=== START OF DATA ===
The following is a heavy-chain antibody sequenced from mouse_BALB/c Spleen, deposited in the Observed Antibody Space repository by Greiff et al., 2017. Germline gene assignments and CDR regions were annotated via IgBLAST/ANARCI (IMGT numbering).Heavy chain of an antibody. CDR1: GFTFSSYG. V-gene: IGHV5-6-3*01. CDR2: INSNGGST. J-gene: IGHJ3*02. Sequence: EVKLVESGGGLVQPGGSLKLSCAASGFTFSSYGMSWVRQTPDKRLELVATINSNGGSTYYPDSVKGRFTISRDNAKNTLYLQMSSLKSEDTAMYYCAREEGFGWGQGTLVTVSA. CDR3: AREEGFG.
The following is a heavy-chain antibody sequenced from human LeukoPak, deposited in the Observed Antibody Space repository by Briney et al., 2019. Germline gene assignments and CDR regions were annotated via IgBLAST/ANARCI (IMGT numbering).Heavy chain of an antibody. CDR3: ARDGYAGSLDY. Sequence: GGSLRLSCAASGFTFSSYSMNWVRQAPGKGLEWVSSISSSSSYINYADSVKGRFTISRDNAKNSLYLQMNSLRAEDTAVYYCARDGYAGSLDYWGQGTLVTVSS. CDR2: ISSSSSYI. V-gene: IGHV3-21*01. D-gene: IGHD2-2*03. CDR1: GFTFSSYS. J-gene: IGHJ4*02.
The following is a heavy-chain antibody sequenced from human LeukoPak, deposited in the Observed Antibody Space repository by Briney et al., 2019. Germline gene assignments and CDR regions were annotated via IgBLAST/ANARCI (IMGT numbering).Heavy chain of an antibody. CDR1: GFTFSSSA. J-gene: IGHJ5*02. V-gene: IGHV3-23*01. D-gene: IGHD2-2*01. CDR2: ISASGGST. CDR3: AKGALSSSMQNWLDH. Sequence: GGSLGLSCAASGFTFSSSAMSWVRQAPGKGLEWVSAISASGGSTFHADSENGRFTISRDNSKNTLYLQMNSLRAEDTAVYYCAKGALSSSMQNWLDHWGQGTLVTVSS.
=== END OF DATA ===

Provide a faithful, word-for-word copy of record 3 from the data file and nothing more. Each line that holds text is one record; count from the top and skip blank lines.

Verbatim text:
The following is a heavy-chain antibody sequenced from human LeukoPak, deposited in the Observed Antibody Space repository by Briney et al., 2019. Germline gene assignments and CDR regions were annotated via IgBLAST/ANARCI (IMGT numbering).Heavy chain of an antibody. CDR1: GFTFSSSA. J-gene: IGHJ5*02. V-gene: IGHV3-23*01. D-gene: IGHD2-2*01. CDR2: ISASGGST. CDR3: AKGALSSSMQNWLDH. Sequence: GGSLGLSCAASGFTFSSSAMSWVRQAPGKGLEWVSAISASGGSTFHADSENGRFTISRDNSKNTLYLQMNSLRAEDTAVYYCAKGALSSSMQNWLDHWGQGTLVTVSS.